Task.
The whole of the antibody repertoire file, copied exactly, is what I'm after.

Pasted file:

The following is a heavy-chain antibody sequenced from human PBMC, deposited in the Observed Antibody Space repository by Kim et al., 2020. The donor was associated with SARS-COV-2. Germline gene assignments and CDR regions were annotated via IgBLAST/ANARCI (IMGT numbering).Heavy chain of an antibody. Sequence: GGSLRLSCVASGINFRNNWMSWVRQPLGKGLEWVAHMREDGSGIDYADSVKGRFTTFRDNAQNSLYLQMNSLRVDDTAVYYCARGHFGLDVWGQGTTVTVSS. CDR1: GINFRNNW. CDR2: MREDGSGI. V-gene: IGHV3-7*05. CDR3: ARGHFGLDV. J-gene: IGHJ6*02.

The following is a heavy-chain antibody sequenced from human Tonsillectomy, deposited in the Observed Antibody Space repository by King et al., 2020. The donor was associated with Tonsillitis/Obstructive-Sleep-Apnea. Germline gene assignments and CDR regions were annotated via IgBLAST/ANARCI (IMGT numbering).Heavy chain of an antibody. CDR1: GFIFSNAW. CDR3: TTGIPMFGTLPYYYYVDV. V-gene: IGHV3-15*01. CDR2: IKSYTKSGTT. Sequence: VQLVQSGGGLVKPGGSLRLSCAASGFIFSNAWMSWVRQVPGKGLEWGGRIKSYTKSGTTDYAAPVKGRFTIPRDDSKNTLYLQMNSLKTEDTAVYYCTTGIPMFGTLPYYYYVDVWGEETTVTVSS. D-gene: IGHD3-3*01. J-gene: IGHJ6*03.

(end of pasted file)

The following is a heavy-chain antibody sequenced from human PBMC, deposited in the Observed Antibody Space repository by Kim et al., 2020. The donor was associated with SARS-COV-2. Germline gene assignments and CDR regions were annotated via IgBLAST/ANARCI (IMGT numbering).Heavy chain of an antibody. Sequence: GGSLRLSCVASGINFRNNWMSWVRQPLGKGLEWVAHMREDGSGIDYADSVKGRFTTFRDNAQNSLYLQMNSLRVDDTAVYYCARGHFGLDVWGQGTTVTVSS. CDR1: GINFRNNW. CDR2: MREDGSGI. V-gene: IGHV3-7*05. CDR3: ARGHFGLDV. J-gene: IGHJ6*02.

The following is a heavy-chain antibody sequenced from human Tonsillectomy, deposited in the Observed Antibody Space repository by King et al., 2020. The donor was associated with Tonsillitis/Obstructive-Sleep-Apnea. Germline gene assignments and CDR regions were annotated via IgBLAST/ANARCI (IMGT numbering).Heavy chain of an antibody. CDR1: GFIFSNAW. CDR3: TTGIPMFGTLPYYYYVDV. V-gene: IGHV3-15*01. CDR2: IKSYTKSGTT. Sequence: VQLVQSGGGLVKPGGSLRLSCAASGFIFSNAWMSWVRQVPGKGLEWGGRIKSYTKSGTTDYAAPVKGRFTIPRDDSKNTLYLQMNSLKTEDTAVYYCTTGIPMFGTLPYYYYVDVWGEETTVTVSS. D-gene: IGHD3-3*01. J-gene: IGHJ6*03.